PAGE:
It was an exciting day at Villa Maria Elementary school. We children were lined up to go to the auditorium! Why? Because we were going to see a MOVIE! I was in 7th grade at the Erie, PA Catholic grade school.
We so rarely had the pleasurable treat of watching a movie. Of course it was an austere Catholic school even in the late 70s and early 80s so we rarely had any fun at all really. Only 2 years before Villa Elementary (or “Little Villa” as it was called to distinguish it from the high school of the same name) had been taken over by a new principal. Sister Margaret Frank, a Nurse Ratched type character who did not like to see children enjoying themselves.
Movies in the school auditorium were a rare pleasure indeed. Once a year, the day before Christmas break, the entire school was marched into the auditorium to watch Old Yeller. No movies with happy endings at Villa Elementary! Movies were shown to teach lessons. The lesson gleaned from Old Yeller was presumably that a boy becomes a man only when he is ready, willing and able to shoot the family dog.
Every year I hoped that I had remembered the ending wrongly and Yeller wouldn’t get shot. But every year, BANG! Dog dead. Merry Christmas children! See you next year, haha! Get it?
But that day in 7th grade was nowhere near Christmas break. A movie? In the middle of a school day? Unexpected. A rare treat.
Each class lined up single file and quietly made their to the auditorium for the mystery movie.Silence was always demanded when we walked through Villa Elementary’s dark halls. At least it was back in the early 80s. Villa children were never permitted to speak in lines outside the classroom. The halls echoed and chattering students made the chronically cranky low paid teachers wiggy. Hallway silence must be maintained at all times.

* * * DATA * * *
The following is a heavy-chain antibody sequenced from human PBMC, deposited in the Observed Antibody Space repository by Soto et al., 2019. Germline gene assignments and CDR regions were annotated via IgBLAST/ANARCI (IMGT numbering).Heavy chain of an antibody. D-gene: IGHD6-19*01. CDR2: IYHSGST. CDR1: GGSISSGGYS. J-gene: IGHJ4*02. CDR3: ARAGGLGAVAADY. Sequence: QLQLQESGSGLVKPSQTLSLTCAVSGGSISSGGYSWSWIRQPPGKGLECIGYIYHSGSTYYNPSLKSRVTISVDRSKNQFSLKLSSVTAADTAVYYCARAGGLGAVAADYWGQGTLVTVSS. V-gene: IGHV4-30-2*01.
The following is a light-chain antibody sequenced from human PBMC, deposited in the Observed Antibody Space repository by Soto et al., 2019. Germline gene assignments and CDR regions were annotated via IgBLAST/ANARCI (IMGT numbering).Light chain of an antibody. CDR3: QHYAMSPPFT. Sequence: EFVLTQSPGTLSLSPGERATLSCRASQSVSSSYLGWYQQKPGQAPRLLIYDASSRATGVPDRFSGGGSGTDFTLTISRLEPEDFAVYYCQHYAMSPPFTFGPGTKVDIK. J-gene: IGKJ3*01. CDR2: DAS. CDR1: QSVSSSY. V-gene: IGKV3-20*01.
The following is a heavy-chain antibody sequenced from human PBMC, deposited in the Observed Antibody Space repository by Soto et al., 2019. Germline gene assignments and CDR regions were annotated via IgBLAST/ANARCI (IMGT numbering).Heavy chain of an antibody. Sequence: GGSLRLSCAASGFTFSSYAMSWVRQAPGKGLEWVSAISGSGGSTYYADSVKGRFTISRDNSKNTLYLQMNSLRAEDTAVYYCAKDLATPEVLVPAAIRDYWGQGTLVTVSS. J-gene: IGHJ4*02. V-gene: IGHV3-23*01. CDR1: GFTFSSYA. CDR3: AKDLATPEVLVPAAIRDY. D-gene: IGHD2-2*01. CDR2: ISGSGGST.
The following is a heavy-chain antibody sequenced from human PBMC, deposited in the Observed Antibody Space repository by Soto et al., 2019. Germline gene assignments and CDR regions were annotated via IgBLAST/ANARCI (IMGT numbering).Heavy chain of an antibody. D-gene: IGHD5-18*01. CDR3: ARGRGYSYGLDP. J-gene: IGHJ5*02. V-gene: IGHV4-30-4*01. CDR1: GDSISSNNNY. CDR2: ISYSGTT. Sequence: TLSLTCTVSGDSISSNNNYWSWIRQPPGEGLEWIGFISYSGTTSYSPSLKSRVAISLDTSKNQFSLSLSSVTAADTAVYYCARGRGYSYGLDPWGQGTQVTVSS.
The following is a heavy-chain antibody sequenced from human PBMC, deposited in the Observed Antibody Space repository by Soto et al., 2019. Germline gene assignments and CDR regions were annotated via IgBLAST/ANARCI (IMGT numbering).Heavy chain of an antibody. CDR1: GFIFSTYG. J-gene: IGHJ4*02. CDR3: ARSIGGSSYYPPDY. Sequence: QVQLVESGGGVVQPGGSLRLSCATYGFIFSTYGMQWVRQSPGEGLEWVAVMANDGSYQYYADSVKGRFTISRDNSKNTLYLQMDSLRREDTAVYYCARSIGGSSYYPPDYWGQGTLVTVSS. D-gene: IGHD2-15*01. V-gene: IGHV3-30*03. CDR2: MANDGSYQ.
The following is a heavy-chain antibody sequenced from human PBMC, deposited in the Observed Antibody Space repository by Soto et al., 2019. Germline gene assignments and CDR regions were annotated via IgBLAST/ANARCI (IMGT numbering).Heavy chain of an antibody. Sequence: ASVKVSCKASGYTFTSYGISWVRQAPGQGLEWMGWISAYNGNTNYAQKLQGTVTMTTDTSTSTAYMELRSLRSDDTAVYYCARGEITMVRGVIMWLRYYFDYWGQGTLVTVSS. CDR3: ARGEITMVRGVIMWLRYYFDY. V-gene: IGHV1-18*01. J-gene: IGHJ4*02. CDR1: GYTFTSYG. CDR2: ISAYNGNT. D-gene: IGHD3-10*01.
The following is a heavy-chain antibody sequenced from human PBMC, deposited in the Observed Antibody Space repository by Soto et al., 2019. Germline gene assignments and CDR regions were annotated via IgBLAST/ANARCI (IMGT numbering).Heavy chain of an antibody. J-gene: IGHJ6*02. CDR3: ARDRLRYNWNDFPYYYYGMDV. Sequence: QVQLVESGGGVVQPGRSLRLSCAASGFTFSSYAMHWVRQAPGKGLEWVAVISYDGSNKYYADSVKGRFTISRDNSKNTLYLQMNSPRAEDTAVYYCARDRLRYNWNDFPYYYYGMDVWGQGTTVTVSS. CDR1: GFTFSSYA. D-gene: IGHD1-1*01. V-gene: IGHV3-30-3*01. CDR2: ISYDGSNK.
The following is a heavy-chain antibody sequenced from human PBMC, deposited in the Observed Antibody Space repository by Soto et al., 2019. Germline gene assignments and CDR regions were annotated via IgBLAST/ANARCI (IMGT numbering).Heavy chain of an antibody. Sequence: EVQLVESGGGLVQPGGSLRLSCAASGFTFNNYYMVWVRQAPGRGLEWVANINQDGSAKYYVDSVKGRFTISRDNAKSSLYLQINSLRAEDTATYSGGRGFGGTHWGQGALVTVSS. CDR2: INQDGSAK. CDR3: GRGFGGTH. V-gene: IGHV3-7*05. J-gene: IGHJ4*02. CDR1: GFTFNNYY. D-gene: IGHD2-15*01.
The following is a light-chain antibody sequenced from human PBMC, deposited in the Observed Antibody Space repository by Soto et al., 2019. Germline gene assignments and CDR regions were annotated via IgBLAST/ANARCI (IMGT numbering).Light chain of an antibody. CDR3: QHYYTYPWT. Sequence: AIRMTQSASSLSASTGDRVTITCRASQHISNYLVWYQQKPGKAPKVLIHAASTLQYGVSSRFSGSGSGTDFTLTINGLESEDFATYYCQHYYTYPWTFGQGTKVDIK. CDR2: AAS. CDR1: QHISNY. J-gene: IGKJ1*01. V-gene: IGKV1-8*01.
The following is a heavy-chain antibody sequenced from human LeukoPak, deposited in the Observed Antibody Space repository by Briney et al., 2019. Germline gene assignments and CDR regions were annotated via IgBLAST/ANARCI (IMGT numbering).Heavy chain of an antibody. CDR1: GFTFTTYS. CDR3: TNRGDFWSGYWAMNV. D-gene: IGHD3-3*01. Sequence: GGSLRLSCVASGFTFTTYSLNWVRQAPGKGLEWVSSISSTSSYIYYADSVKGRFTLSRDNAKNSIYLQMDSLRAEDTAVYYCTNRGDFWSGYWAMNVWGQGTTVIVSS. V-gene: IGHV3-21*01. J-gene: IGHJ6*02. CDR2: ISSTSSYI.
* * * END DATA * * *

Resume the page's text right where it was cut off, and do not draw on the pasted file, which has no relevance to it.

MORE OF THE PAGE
We took our seats in the auditorium. The movie screen was already assembled up on the stage. Sister Margaret Nurse Ratched took to the podium. Always stage right for some reason. Never center.
“We have a very important movie to show you today.” She announced solemnly.
I was hoping it would be a sequel to the last movie we had watched there. “Old Yeller 2, Dog Survives!” No such luck.
“This movie is about something very bad.” Sister Margaret told us. “Something that is happening right now! We’re going to show you a film about abortion.”
Even in 7th grade I hadn’t heard very much about abortion. I wasn’t quite sure what to think.
Old Maggie explained to us that yes, people were indeed killing babies. They were murdering babies right now!
So the entire school …ok to be fair, I’m not really sure it was every student. Would they really make first and second graders watch an abortion movie? I only remember that every seat seemed to be filled.
And so without further adieu, Our Feature Presentation! This time, unlike the yearly Old Yeller screenings, there was no French kid chasing a red balloon featurette to open the show. They launched right into it.
A Catholic abortion propaganda film. Circa 19 seventy – something. Only problem was that my 7th grade self did not yet have an effective bullshit detector. I could not recognize obvious and ridiculous propaganda.
I was horrified. I took it all in with disgust. Those uncaring pregnant women that were killing their babies in multitudes. The clinics on every corner. The glaring , evil doctors who operated in foreboding dark rooms. But most of all the babies thrown into wastebaskets. Bloody arms , legs and heads thrown right into the garbage without a second thought.
I was appalled. According to this, ahem, “documentary”, thousands of chopped up babies were tossed into the trash on an almost daily basis. The movie ended with the baby in the trashcan money shot. Eerie minor key music and lights up!